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Natural Hazards and Earth System Sciences An interactive open-access journal of the European Geosciences Union
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Volume 9, issue 5 | Copyright

Special issue: Assessment of different dimensions of vulnerability to natural...

Nat. Hazards Earth Syst. Sci., 9, 1625-1641, 2009
https://doi.org/10.5194/nhess-9-1625-2009
© Author(s) 2009. This work is distributed under
the Creative Commons Attribution 3.0 License.

  02 Oct 2009

02 Oct 2009

Micro-seismic precursory cracks prior to rock-fall on coastal chalk cliffs: a case study at Mesnil-Val, Normandie, NW France

G. Senfaute1, A. Duperret2, and J. A. Lawrence3 G. Senfaute et al.
  • 1INERIS – Institut National de l'Environnement Industriel et des Risques, Parc technologique Alata BP 2, 60550 Verneuil en Halatte, France
  • 2FRE3102 – CNRS Laboratoire Ondes et Milieux Complexes, Université du Havre, 53 rue de Prony, BP540, 76053 Le Havre cedex, France
  • 3School of the Earth and Environment, University of Leeds, Leeds, Yorkshire, LS2 9JT, UK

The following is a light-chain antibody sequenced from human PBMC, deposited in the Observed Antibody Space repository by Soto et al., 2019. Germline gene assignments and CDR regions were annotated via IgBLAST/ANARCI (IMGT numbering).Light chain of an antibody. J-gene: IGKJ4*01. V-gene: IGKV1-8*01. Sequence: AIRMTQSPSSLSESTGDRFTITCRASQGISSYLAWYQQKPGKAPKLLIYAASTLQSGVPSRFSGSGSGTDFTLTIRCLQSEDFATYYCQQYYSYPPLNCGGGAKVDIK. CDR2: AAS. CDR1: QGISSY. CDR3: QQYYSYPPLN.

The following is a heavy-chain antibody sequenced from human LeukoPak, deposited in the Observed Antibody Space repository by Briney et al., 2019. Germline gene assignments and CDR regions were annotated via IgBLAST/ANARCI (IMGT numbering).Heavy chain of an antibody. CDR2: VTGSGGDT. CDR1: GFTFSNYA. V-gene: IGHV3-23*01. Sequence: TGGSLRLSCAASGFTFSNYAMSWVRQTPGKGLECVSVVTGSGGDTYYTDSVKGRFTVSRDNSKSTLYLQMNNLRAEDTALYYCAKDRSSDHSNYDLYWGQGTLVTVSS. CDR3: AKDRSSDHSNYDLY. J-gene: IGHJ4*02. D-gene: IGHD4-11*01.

Abstract. Erosion of rock cliffs has been considered to be relatively unpredictable. This perceived stochastic nature of the erosional processes often occurs through collapses along fractures in the rock-mass. The prediction of catastrophic cliff failures and collapses remains very difficult. For advancing in this field, it is important to understand the processes through which a crack is initiated, how it develops and propagates until the final failure. This paper examines the micro-seismic signals recorded 15 h prior to a rock-fall located at Mesnil-Val, France. The results lead to the hypothesis that several phases of failure mechanisms contribute to rock-fall occurrence. The most important phases were associated with micro-seismic event families identified by multiplet selection. Each event family contained one specific frequency spectrum showing a progressive decrease of the frequencies as the rock approached failure suggesting the following phases: 1) the micro-seismic events recorded 15 h before the rock-fall were characterised by the highest frequencies in a large spectrum-band, between ~100 and 1000 Hz (family 1), suggesting a crack initiation mechanism or the opening of existing fractures; 2) the micro-seismic events recorded several minutes before the rock-fall were associated with a clear decrease in the highest frequency components (family 2) suggesting that the mechanism was related to the growing and development (or coalesce) of existing micro-cracks into larger fractures; 3) micro-seismic events recorded just before the rock-fall were associated with a lower frequency spectrum than families 1 and 2, the highest frequency components were absent (family 3), the frequency emission source mechanism could be related to the shearing or opening of the existing large fractures permitting the complete detachment of the blocky rock-mass; 4) finally, micro-seismic events with a very low frequency spectrum (lower than 100 Hz) characterized the rock-fall impact on the ground. These encouraging results offer the possibility of using the micro-seismic system to monitor high risk sections of coastline and to advance understanding of cliff failure mechanisms.

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